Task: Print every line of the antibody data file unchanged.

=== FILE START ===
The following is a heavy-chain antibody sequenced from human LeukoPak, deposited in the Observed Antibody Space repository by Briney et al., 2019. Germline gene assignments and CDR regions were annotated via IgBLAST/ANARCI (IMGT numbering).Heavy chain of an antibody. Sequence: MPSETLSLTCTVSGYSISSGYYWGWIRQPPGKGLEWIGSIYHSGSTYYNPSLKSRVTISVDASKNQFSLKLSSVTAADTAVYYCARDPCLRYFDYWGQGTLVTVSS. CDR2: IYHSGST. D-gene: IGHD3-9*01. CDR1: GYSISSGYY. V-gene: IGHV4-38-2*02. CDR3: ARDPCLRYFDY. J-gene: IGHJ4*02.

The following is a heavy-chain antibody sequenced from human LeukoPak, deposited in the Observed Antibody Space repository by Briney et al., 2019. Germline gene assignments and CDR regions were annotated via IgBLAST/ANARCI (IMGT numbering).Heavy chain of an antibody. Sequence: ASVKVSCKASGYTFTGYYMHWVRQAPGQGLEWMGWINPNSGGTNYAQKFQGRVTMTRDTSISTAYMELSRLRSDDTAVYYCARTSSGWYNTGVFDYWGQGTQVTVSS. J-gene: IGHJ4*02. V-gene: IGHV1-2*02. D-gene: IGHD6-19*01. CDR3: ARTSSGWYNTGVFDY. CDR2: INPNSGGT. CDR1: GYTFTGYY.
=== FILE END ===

The following is a heavy-chain antibody sequenced from human LeukoPak, deposited in the Observed Antibody Space repository by Briney et al., 2019. Germline gene assignments and CDR regions were annotated via IgBLAST/ANARCI (IMGT numbering).Heavy chain of an antibody. Sequence: MPSETLSLTCTVSGYSISSGYYWGWIRQPPGKGLEWIGSIYHSGSTYYNPSLKSRVTISVDASKNQFSLKLSSVTAADTAVYYCARDPCLRYFDYWGQGTLVTVSS. CDR2: IYHSGST. D-gene: IGHD3-9*01. CDR1: GYSISSGYY. V-gene: IGHV4-38-2*02. CDR3: ARDPCLRYFDY. J-gene: IGHJ4*02.

The following is a heavy-chain antibody sequenced from human LeukoPak, deposited in the Observed Antibody Space repository by Briney et al., 2019. Germline gene assignments and CDR regions were annotated via IgBLAST/ANARCI (IMGT numbering).Heavy chain of an antibody. Sequence: ASVKVSCKASGYTFTGYYMHWVRQAPGQGLEWMGWINPNSGGTNYAQKFQGRVTMTRDTSISTAYMELSRLRSDDTAVYYCARTSSGWYNTGVFDYWGQGTQVTVSS. J-gene: IGHJ4*02. V-gene: IGHV1-2*02. D-gene: IGHD6-19*01. CDR3: ARTSSGWYNTGVFDY. CDR2: INPNSGGT. CDR1: GYTFTGYY.